Norwegian Air Shuttle Continues Rapid Expansion
This week, Norwegian Air Shuttle announced the commencement of flights between Singapore (SIN) and London Gatwick (LGW) airports. The flights are due to start in the northern Autumn season, with fares starting as low as US$230. This will be their second destination in Asia after the low cost carrier began flights to Bangkok in 2013. It’s also their first direct service from the British capital to Asia and puts it into direct competition from the likes of British Airways and Singapore Airlines.
More significantly, perhaps, is that they are making aggressive moves to take any potential market share from other LCC’s such as Air Asia and Scoot. Given their notable expansion into North America, we take a look at how Norwegian are able to compete and turn a profit in such well established markets.
History and Transition to Low Cost Carrier
Norwegian Air began services in 1993, providing domestic services around Norway and to their Scandinavian neighbors. It was in 2002 that the airline rebranded and began operating as a Low Cost Carrier, operating Boeing 737s. They established hubs in cities such as Warsaw and quickly rolled out numerous destinations in Europe, primarily aimed at the leisure market.
It wasn’t long before they required the services of more 737s to cope with all the demand. The rapid expansion in Europe was coupled with the ordering of 100 new Boeing 737 Max 8 aircraft and a further 100 Airbus A320 Neo’s. This meant they eventually had built up one of the youngest fleets in Europe and one increasingly focused on fuel efficiency.
Services into North America and Asia
While the European market was already bulging with a host of Low Cost Carriers, Norwegian really stepped it up with the announcement of direct services between Oslo and New York City and Bangkok in 2013. As part of their plans for the long haul routes, they invested heavily into Boeing 787-800 and -900 aircraft. The new routes across the Atlantic opened with fares for as low as US$69, figures previously unheard of.
It served as a two-pronged strategy. On the one hand it took customers away from the major players. Even up until recently, the other low cost carriers that had gained huge market share in Europe, were yet to launch into North America, particularly the United States. Naturally, a lot of people, especially those with the intention to visit families, for example, were very attracted to the low prices.
The other market Norwegian Air tapped were customers who would otherwise not be able to afford a Trans-Atlantic flight. The Middle America that spent their vacations on domestic trips. With flights for a few hundred dollars, suddenly Europe became much more affordable.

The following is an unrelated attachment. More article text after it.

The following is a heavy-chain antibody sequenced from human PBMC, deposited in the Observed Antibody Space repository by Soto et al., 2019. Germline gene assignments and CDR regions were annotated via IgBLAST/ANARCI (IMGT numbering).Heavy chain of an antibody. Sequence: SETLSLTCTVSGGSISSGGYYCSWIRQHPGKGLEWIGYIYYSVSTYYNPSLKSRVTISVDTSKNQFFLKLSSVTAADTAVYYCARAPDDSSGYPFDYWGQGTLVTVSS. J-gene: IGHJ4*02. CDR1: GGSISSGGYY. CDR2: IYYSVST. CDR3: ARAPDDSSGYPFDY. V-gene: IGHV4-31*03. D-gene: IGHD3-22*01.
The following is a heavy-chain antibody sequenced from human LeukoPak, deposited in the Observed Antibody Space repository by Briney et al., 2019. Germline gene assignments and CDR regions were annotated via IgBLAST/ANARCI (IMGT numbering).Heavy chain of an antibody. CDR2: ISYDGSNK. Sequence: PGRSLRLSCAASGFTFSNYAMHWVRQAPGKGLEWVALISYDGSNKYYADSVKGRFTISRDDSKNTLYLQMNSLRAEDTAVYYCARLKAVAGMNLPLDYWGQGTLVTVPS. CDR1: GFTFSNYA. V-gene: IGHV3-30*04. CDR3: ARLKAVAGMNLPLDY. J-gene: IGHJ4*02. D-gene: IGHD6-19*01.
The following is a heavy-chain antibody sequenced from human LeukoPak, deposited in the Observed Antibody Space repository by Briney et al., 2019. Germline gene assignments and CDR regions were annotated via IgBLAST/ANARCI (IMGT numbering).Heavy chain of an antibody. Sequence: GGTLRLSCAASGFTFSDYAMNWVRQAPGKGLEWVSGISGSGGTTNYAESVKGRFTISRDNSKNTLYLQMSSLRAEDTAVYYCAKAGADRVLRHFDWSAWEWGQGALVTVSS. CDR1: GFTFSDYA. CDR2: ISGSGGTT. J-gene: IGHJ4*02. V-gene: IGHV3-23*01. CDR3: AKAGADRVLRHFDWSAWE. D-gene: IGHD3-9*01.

The Boeing 787 Factor
One might think as to why another airline had not yet taken advantage of these factors. Regulatory and logistical factors are a big reason why many LCC’s avoid the long haul. Keeping planes in the air and minimal turnaround times at airports are critical in maintaining profit margins. But there is one factor that Norwegian Air have taken full advantage of. That is investing in modern technology and fuel efficient aircraft, the Boeing 787 being their biggest weapon.
The fuel savings achieved with the latest generation 737s and A320s have enabled Norwegian to establish new routes rapidly and affordably. On top of this, they are attracting customers with a very young fleet of aircraft. According to their website, the average age of their fleet is 3.6 years. This puts a lot of the major carriers on notice, with many comments from customers regarding ageing fleets and dwindling “extras”.
Other Cost-Cutting Initiatives
There are a few other avenues that Norwegian Air have utilized in order to maximize cost-effectiveness. One of them has been establishing operating licences in multiple countries. Currently, they have registrations in multiple countries to legally bypass domestic carrier laws. A number of airlines do this and it allows them to operate flights from multiple destinations in those countries. Essentially, it is used as a way to open up routes profitably that would otherwise not be possible.
Norwegian Air also strongly encourage their customers to book online. The company says that around 80% of their bookings are online, using their website. This no doubt minimizes the staff required for reservations as well as any costs associated with agency bookings.
The New Future for Trans-Atlantic Travel?
Ever since Norwegian Air began their flights to the United States, other LCCs have been encouraged to launch their own Trans-Atlantic services. One example is Level, a new airline created under the IAG group of airlines. They begin flights from Barcelona to Los Angeles on June 1, followed by San Francisco the next day. This will be followed by routes to other destinations in the Americas.
As for Norwegian, some of their Trans-Atlantic routes involve smaller airports and more options for customers. Some of these routes include pairings such as Cork-Stewert, which is a tiny airport about 60 miles north of New York City.
In addition, they have announced plans to fly London Gatwick to Seattle and Denver from September. It shows that they can really push the boundaries, not only in terms of small airports, but also in direct competition with major players.
It bears to keep in mind that they are a low cost carrier, meaning any extras such as luggage and seat assignment, are extra. However, it certainly puts pressure on the established airlines to lower prices and introduce more routes. In the near term, an increasing number of LCCs flying between Europe and the US will no doubt place downward pressure on prices and increase the options available to customers.